The End of Competitive Advantage and the Innovation Imperative
Rita McGrath, author of ‘Discovery-Driven Growth’ and associate professor of the business school talked about innovation and how disruption continues to catch smart people by surprise. She describes today’s businesses: “There is a new idea, it launches, it’s being worked on and then it gets disrupted by the next innovative idea.” She suggests we need to think of differentiation and competitive advantage, as being transient and that only few companies understand how to build innovation strategies and processes. Her advice is when making decisions based on assumptions to track those assumptions over time and create a habit out of it.
Strategic assumptions made for uncertainty are half forgotten six weeks later, that’s why documentation is essential. She was referring specifically to the tendency of companies to allow themselves to be blindsided by disruption because they have such heavy investments in their legacy businesses. Companies need to think more like venture capitalists with investments with options: Expect a certain rate of failure, with high upside. “You can afford a lot of failing if it’s cheap.” Read more here and also check out her working paper about: “Is Your Business Biased Against Innovation?”.
Global Brands, Unconventional Marketing Investments
Mike O’Toole, President of PJA Advertising + Marketing was leading the discussion about unconventional marketing investments to create brand experiences with Shiv Singh, Global Head of Digital of PepsiCo and David Haroldsen, Creative Director of Intel’s Creators Project. It is essential to integrate branding across multiple media; potential combination is video plus social. Intel had difficulty connecting with non-tech individuals, especially young people. Partnering with Vice Media was a huge risk for Intel but they took to connect with the youth launching the Creators Project bridging art and technology, David explains.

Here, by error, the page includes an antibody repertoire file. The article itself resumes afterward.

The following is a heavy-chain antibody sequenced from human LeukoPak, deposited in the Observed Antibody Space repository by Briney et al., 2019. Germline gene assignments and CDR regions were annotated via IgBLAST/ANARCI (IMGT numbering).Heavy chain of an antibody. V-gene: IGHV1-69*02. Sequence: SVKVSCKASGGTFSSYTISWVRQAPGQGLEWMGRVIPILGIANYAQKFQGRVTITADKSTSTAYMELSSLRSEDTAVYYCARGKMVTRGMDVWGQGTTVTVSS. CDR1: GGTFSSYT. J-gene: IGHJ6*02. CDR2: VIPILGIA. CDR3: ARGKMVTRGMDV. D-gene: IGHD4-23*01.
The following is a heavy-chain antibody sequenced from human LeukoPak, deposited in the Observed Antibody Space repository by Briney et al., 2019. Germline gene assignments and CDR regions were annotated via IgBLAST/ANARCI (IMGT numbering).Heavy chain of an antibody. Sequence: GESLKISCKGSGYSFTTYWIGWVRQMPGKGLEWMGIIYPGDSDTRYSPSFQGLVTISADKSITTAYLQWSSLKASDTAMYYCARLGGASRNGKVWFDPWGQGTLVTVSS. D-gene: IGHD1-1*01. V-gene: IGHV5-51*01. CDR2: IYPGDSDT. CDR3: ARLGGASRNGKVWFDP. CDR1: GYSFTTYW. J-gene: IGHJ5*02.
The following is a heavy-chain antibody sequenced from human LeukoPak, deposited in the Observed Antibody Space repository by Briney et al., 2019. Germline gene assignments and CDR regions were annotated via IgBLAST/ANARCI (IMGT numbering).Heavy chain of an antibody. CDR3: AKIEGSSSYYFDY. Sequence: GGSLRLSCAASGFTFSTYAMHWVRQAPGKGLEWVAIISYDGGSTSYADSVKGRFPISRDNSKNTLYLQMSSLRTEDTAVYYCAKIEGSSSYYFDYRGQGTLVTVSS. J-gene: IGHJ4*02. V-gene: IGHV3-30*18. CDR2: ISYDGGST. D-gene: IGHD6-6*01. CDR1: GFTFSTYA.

PepsiCo took a similar approach of working with young startups. Shiv clarifies: “Those with whom you partner at an early stage are more likely to become staunch advocates of your brand as they grow.” Further he describes the experience of working with startups like Foursquare: “It was like being a venture capitalist without the checkbook” – a huge risk for PepsiCo. The company invests 10% of their digital media budget in risking opportunities. The notion of startup and digital culture is not separate from marketing; it builds brand and credibility with the consumers. Not only did Pepsi engage with Foursquare, Bluefin Labs (Social TV Analytics) and other startups early on but they maintain an ongoing relationship through maturation and monetization. But to drive innovative ventures the management has to be convinced through measurement, even for unconventional and guerilla campaigns.
It is all about data and research and that is why Pepsi teamed up with Nielson to measure conversations that happened around a live-streamed Twitter concert. Most important is to always be authentic and connect with your audience at a deep level to grow a brand. Intel’s Haroldsen: “The power of authenticity is so strong, especially with youth.” Collaboration with startups gives immense reach to communities and impact corporate culture. The panel closed with Shiv’s comment about the importance of partnerships: “We need more strategic relationships with venture capitalist that’s how we influence bigger business decisions.”